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Background: The population of older adults is growing in sub-Saharan Africa. Ageing exponentially increases fragility fracture risk. Of all global regions, Africa is projected to observe the greatest increase in fragility fractures. Fractures cause pain, disability and sometimes death, and management is expensive, often requiring complex healthcare delivery. For countries to plan future healthcare services, understanding is needed of fracture epidemiology, associated health service costs and the currently available healthcare resources. Methods: The Fractures-E3 5-year mixed-methods research programme will investigate the epidemiology, economic impact, and treatment provision for fracture and wider musculoskeletal health in The Gambia, South Africa and Zimbabwe. These three countries are diverse in their geography, degree of urbanisation, maturity of health service infrastructure, and health profiles. The programme comprises five study types: (i) population-based cross-sectional studies to determine vertebral fracture prevalence. Secondary outcomes will include osteoarthritis and sarcopenia. Age- and sex-stratified household sampling will recruit 5030 adults aged 40 years and older; (ii) prospective cohort studies in adults aged 40 years and older will determine hip fracture incidence, associated risk factors, and outcomes over one year (e.g. mortality, disability, health-related quality of life); (iii) economic studies of direct health costs of hip fracture with projection modelling of future national health costs and cost-effectiveness analyses of different hip fracture care pathways; (iv) national surveys of hip fracture services (including traditional bonesetters in The Gambia); and (v) ethnographic studies of hip fracture care provision and experiences will understand fracture service pathways. Conclusions: Greater understanding of current and expected fracture burdens, fracture risk factors, and existing fracture care provision, is intended to inform national clinical guidelines, health service policy and planning and future health service development in sub-Saharan Africa.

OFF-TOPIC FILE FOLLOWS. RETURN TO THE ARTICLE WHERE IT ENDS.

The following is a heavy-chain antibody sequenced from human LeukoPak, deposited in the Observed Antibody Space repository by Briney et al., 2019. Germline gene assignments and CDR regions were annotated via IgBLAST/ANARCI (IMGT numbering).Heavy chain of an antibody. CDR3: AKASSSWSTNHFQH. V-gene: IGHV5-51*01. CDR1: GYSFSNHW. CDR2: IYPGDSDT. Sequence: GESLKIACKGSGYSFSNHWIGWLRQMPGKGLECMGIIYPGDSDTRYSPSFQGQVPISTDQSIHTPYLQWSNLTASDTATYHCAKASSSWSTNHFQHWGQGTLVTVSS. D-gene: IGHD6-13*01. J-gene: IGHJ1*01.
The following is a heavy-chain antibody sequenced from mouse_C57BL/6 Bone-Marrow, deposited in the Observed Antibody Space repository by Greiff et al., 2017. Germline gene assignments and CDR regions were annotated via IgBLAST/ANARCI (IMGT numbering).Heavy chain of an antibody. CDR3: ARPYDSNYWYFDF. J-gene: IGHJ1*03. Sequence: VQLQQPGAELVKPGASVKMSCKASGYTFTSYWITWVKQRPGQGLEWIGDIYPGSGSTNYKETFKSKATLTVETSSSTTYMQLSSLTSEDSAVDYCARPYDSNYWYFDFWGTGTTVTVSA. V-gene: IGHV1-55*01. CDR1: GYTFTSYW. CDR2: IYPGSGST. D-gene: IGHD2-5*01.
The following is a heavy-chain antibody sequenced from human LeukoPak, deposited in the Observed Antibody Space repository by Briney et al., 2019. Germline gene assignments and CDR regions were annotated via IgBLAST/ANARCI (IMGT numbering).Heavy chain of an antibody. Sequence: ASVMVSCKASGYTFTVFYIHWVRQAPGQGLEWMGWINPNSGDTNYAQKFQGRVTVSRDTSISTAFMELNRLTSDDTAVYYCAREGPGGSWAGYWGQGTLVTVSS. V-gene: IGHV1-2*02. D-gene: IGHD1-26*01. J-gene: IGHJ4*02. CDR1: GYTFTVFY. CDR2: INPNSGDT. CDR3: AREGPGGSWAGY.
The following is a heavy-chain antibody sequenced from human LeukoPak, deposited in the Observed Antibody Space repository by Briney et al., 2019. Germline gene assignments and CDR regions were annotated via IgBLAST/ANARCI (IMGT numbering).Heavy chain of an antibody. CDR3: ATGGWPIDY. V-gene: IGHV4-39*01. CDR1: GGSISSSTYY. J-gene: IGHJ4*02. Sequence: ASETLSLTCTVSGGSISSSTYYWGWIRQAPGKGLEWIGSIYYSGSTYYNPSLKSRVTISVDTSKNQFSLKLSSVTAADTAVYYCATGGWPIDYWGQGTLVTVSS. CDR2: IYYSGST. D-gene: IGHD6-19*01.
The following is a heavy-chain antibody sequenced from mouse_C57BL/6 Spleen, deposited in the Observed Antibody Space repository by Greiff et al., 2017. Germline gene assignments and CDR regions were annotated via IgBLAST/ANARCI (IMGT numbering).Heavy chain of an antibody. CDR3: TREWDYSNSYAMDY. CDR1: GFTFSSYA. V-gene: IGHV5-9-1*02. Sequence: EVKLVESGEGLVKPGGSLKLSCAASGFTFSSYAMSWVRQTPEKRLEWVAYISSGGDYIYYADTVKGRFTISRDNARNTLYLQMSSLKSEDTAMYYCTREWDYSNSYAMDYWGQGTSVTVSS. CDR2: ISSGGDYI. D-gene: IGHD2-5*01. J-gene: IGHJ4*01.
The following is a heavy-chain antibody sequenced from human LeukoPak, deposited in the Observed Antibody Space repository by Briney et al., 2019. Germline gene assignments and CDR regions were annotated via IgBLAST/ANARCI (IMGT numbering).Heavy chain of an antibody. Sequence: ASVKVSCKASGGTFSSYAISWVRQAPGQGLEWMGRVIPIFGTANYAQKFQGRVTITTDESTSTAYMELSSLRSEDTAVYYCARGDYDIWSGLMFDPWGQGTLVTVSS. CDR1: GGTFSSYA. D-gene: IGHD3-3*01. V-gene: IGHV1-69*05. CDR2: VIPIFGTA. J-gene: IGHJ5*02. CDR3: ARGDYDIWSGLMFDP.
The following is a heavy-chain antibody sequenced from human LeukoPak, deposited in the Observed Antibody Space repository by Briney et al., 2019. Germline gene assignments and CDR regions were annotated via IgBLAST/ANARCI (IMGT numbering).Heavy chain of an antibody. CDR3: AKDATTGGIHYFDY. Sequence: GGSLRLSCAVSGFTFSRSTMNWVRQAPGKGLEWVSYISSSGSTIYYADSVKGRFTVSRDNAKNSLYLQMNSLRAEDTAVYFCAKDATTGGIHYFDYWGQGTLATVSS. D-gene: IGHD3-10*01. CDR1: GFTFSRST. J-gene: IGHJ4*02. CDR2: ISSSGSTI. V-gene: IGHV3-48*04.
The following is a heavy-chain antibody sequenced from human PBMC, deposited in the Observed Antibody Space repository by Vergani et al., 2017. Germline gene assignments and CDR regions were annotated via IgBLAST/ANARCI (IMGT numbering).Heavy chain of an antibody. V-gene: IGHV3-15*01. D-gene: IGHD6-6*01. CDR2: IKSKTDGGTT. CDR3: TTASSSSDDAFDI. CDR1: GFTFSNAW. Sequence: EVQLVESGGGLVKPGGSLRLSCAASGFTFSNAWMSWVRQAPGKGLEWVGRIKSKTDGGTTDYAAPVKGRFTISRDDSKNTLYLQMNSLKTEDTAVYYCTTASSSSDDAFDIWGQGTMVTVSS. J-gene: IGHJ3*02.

Original publication




Journal article


Wellcome open research


F1000 Research Ltd

Publication Date





261 - 261